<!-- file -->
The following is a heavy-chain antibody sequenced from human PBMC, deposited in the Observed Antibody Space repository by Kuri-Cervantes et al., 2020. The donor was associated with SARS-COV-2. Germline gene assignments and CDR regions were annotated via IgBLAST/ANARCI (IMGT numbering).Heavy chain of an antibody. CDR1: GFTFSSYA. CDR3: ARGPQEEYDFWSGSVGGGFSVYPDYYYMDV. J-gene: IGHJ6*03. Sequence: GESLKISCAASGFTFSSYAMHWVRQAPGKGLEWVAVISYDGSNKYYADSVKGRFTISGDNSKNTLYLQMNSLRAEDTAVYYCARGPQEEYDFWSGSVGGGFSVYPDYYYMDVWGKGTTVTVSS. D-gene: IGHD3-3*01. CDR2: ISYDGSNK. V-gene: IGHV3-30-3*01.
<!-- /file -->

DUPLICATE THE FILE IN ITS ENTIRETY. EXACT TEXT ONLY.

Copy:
The following is a heavy-chain antibody sequenced from human PBMC, deposited in the Observed Antibody Space repository by Kuri-Cervantes et al., 2020. The donor was associated with SARS-COV-2. Germline gene assignments and CDR regions were annotated via IgBLAST/ANARCI (IMGT numbering).Heavy chain of an antibody. CDR1: GFTFSSYA. CDR3: ARGPQEEYDFWSGSVGGGFSVYPDYYYMDV. J-gene: IGHJ6*03. Sequence: GESLKISCAASGFTFSSYAMHWVRQAPGKGLEWVAVISYDGSNKYYADSVKGRFTISGDNSKNTLYLQMNSLRAEDTAVYYCARGPQEEYDFWSGSVGGGFSVYPDYYYMDVWGKGTTVTVSS. D-gene: IGHD3-3*01. CDR2: ISYDGSNK. V-gene: IGHV3-30-3*01.